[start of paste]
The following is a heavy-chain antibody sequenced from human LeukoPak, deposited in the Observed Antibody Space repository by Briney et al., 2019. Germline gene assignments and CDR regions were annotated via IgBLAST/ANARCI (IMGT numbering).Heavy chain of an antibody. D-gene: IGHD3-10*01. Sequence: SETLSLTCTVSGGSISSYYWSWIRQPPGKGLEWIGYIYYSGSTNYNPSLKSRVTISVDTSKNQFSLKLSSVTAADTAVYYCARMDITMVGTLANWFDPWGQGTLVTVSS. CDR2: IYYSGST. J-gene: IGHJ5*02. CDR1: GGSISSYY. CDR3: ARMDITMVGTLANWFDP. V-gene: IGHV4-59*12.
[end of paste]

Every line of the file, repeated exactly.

The following is a heavy-chain antibody sequenced from human LeukoPak, deposited in the Observed Antibody Space repository by Briney et al., 2019. Germline gene assignments and CDR regions were annotated via IgBLAST/ANARCI (IMGT numbering).Heavy chain of an antibody. D-gene: IGHD3-10*01. Sequence: SETLSLTCTVSGGSISSYYWSWIRQPPGKGLEWIGYIYYSGSTNYNPSLKSRVTISVDTSKNQFSLKLSSVTAADTAVYYCARMDITMVGTLANWFDPWGQGTLVTVSS. CDR2: IYYSGST. J-gene: IGHJ5*02. CDR1: GGSISSYY. CDR3: ARMDITMVGTLANWFDP. V-gene: IGHV4-59*12.